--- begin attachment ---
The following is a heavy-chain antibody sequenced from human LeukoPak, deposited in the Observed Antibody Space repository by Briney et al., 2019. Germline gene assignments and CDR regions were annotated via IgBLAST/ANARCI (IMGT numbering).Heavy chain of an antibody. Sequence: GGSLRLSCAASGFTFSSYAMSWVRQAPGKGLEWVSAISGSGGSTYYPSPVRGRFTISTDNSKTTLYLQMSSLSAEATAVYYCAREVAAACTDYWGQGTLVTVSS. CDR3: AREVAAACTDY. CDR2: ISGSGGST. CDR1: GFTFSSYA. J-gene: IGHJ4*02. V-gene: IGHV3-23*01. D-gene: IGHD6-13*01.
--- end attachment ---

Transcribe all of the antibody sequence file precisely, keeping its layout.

The following is a heavy-chain antibody sequenced from human LeukoPak, deposited in the Observed Antibody Space repository by Briney et al., 2019. Germline gene assignments and CDR regions were annotated via IgBLAST/ANARCI (IMGT numbering).Heavy chain of an antibody. Sequence: GGSLRLSCAASGFTFSSYAMSWVRQAPGKGLEWVSAISGSGGSTYYPSPVRGRFTISTDNSKTTLYLQMSSLSAEATAVYYCAREVAAACTDYWGQGTLVTVSS. CDR3: AREVAAACTDY. CDR2: ISGSGGST. CDR1: GFTFSSYA. J-gene: IGHJ4*02. V-gene: IGHV3-23*01. D-gene: IGHD6-13*01.